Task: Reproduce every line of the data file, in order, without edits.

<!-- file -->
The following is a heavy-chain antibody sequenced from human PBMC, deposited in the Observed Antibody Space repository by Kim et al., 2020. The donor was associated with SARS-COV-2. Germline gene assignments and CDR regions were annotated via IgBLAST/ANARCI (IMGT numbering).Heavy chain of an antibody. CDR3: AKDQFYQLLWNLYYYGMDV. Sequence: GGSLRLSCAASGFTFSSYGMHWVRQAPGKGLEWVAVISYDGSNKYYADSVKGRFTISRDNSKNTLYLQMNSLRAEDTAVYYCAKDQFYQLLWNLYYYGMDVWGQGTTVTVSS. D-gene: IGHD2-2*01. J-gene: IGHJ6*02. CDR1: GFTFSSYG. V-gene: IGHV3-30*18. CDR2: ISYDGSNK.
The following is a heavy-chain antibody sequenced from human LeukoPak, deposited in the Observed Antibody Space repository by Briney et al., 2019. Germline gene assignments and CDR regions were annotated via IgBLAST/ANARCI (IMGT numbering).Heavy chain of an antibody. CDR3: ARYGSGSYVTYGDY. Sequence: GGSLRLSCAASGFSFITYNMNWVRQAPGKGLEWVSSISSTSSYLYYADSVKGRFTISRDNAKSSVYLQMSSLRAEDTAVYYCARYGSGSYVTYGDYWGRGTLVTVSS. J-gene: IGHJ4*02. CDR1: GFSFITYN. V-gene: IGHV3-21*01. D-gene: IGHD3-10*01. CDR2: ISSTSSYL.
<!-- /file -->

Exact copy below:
The following is a heavy-chain antibody sequenced from human PBMC, deposited in the Observed Antibody Space repository by Kim et al., 2020. The donor was associated with SARS-COV-2. Germline gene assignments and CDR regions were annotated via IgBLAST/ANARCI (IMGT numbering).Heavy chain of an antibody. CDR3: AKDQFYQLLWNLYYYGMDV. Sequence: GGSLRLSCAASGFTFSSYGMHWVRQAPGKGLEWVAVISYDGSNKYYADSVKGRFTISRDNSKNTLYLQMNSLRAEDTAVYYCAKDQFYQLLWNLYYYGMDVWGQGTTVTVSS. D-gene: IGHD2-2*01. J-gene: IGHJ6*02. CDR1: GFTFSSYG. V-gene: IGHV3-30*18. CDR2: ISYDGSNK.
The following is a heavy-chain antibody sequenced from human LeukoPak, deposited in the Observed Antibody Space repository by Briney et al., 2019. Germline gene assignments and CDR regions were annotated via IgBLAST/ANARCI (IMGT numbering).Heavy chain of an antibody. CDR3: ARYGSGSYVTYGDY. Sequence: GGSLRLSCAASGFSFITYNMNWVRQAPGKGLEWVSSISSTSSYLYYADSVKGRFTISRDNAKSSVYLQMSSLRAEDTAVYYCARYGSGSYVTYGDYWGRGTLVTVSS. J-gene: IGHJ4*02. CDR1: GFSFITYN. V-gene: IGHV3-21*01. D-gene: IGHD3-10*01. CDR2: ISSTSSYL.